Hypothyroidism, also called underactive thyroid or low thyroid is a condition in which the thyroid gland does not produce enough thyroid hormones. It can be commonly caused by intake of low iodine diet or Hashimoto's thyroiditis (an autoimmune disease). Less common causes include previous treatment with radioactive iodine, injury to the pituitary gland which secretes TSH, intake of certain medicines, previous thyroid surgery, or a lack of a functioning thyroid gland at birth.

Q. What are the symptoms of Hypothyroidism?

Hypothyroidism can cause symptoms such as tiredness (fatigue), hoarseness, constipation, feeling cold, dry skin, dry and thin hair, puffy face, weight gain, and muscle weakness. Along with that, one may experience decreased sweating, depression, slowed heart rate, increased blood cholesterol levels, pain, and stiffness in your joints, impaired memory, problems of infertility or menstrual changes, muscle stiffness, aches, and tenderness.

Q. How can hyperthyroidism affect a pregnant woman and her baby?

An untreated hyperthyroidism during pregnancy can lead to miscarriage, premature birth, low birth weight of the baby, preeclampsia (a very high rise in blood pressure in late pregnancy), thyroid storm (a sudden, severe worsening of symptoms of hyperthyroidism) and congestive heart failure.
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Thyroxine - Total test price for other cities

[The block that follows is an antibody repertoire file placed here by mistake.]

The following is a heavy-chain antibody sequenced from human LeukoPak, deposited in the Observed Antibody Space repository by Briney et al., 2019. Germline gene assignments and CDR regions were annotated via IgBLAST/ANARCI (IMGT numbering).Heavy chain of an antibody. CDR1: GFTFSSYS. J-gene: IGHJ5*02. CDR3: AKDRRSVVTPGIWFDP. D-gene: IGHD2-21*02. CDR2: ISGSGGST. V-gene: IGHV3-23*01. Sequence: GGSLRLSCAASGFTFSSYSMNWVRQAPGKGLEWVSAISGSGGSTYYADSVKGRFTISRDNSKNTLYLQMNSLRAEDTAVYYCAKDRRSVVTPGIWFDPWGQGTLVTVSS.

Price inBangaloreRs. 189
Price inKolkataRs. 189
Price inGurgaonRs. 189
Price inMumbaiRs. 150
Price inNoidaRs. 180
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  1. Thyroid Function Tests [Internet]. Alexandria, VA: American Thyroid Association; [Accessed 07 Feb. 2023]. Available from: https://www.thyroid.org/thyroid-function-tests/External Link
  2. University of Rochester Medical Center. Free and Bound Triiodothyronine (Blood) [Internet]. NY. [Accessed 07 Feb. 2023]. Available from: https://www.urmc.rochester.edu/encyclopedia/content.aspx?ContentTypeID=167&ContentID=t3_free_and_bound_bloodExternal Link
  3. British Thyroid Foundation. Thyroid Function Test [Internet]. Scotland: British Thyroid Foundation; 2021 [Accessed 07 Feb. 2023]. Available from: https://www.btf-thyroid.org/thyroid-function-testsExternal Link
  4. Block-Galarza J. Thyroid Function Tests [Internet]. Alexandria, VA: American Thyroid Association. [Accessed 07 Jul. 2023]. Available from: https://www.thyroid.org/patient-thyroid-information/ct-for-patients/december-2018/vol-11-issue-12-p-3-4/#:~:text=Most%20commonly%2C%20biotin%20use%20can,hormone%20dose%20is%20too%20highExternal Link
  5. National Institute of Diabetes and Digestive and Kidney Diseases. Thyroid Tests [Internet]. National Institute of Health; May 2017 [Accessed 07 Feb. 2023]. Available from: https://www.niddk.nih.gov/health-information/diagnostic-tests/thyroidExternal Link
  6. Adhimoolam M, Arulmozhi R. Effect of antiepileptic drug therapy on thyroid hormones among adult epileptic patients: An analytical cross-sectional study. J Res Pharm Pract. 2016 Jul-Sep;5(3):171-4. [Accessed 07 Jul. 2023]. Available from: https://www.ncbi.nlm.nih.gov/pmc/articles/PMC4966235/External Link
  7. Dong BJ. How medications affect thyroid function. West J Med. 2000 Feb;172(2):102-6. [Accessed 09 Feb. 2023]. Available from: https://www.ncbi.nlm.nih.gov/pmc/articles/PMC1070767/External Link